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Procrastinate with extreme prejudice
When a young man brings an unexpected new partner home for dinner, the underlying prejidices of a middle-class couple are brought to the fore and challenged in this rarely seen but progressive British drama from 1971. Slarek explores the intriguing and ground-breaking Girl Stroke Boy on Indicator's new Blu-ray.
 
Girls who are boys who like boys to be girls
Who do boys like they're girls, who do girls like they're boys
Always should be someone you really love
Girls and Boys – Blur

 

Middle-class author Lettice Mason (Joan Greenwood) – and yes, that's her name, and every time it's spoken it does sound like 'lettuce' – is arranging a small dinner party to welcome her son Laurie (Clive Francis) home after a six-month spell in a psychiatric hospital.­ Her husband, secondary modern school headmaster George (Michael Hordern), is considerably less keen on such a gathering, having just arrived home from a typically frustrating day at work and in no mood to play congenial host to their friends. Adding to his frustration is an out-of-control boiler that is heating the house to Amazonian temperatures, the result of him taking an angry hammer to a malfunctioning thermostat the day before, while the loss of a master key has ensured that a set of new security locks are preventing them from letting in the cooling winter air. As the two engage in distracted banter, we learn that George is bringing a girl home with him, and that this is a first for the Mason household. It's also revealed that the girl in question is from the West Indies, a break with the societal convention of the time that Lettice makes a show of being perfectly fine with, even as she makes offhand comments that expose the systematic racism that bubbles beneath this outward display of tolerance.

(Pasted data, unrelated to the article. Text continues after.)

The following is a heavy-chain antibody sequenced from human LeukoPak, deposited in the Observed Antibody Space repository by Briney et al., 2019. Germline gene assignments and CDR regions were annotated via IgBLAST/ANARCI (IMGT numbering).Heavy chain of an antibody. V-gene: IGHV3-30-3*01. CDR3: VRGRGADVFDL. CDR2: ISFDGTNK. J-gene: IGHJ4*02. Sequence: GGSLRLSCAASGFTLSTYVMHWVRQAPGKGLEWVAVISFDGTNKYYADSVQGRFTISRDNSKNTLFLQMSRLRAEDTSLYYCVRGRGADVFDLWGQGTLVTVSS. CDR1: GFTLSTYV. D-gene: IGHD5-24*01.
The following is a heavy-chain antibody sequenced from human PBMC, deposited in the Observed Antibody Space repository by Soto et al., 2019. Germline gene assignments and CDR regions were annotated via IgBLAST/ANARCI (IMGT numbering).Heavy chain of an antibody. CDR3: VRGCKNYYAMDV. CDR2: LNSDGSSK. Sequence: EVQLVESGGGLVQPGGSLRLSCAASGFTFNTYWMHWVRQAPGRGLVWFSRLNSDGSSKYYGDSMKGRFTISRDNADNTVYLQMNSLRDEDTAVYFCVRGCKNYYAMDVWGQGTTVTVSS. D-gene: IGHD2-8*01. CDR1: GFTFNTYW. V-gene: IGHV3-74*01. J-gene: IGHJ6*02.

As this plays out, we're teased with brief glimpses of the colourfully dressed Laurie on his way home by train, but we never quite catch the face of his female companion. When Laurie finally arrives at the house, his mother swoops onto him and engulfs him in an affectionate hug, and it's only once the reunification greetings are complete that Lettice and George think to ask about Jo, the girl Laurie has told them he was bringing with him. No sooner have they spoken than Jo makes her presence known by loudly tripping over a radiator and emerging unscathed from the lounge. To say she's not what Lettice and George expected is a bit of an understatement. Yes, Jo is black, but she is also disarmingly androgynous, being tall with a masculine frame and a vocal pitch and delivery that is equal parts male and female. "Is it a man?" Lettice heartlessly scribbles on a piece of notepaper that she unsubtly stuffs into the slightly befuddled George's hand. It's an unpleasantly worded question that anyone who checked the credits will already have an answer to, as Jo is played by male actor and singer Peter Straker. In the context of the film, however, this does not constitute hard evidence, as whether we are supposed to see Jo as a woman with some masculine traits or a transgender male is not confirmed either by the film or its characters.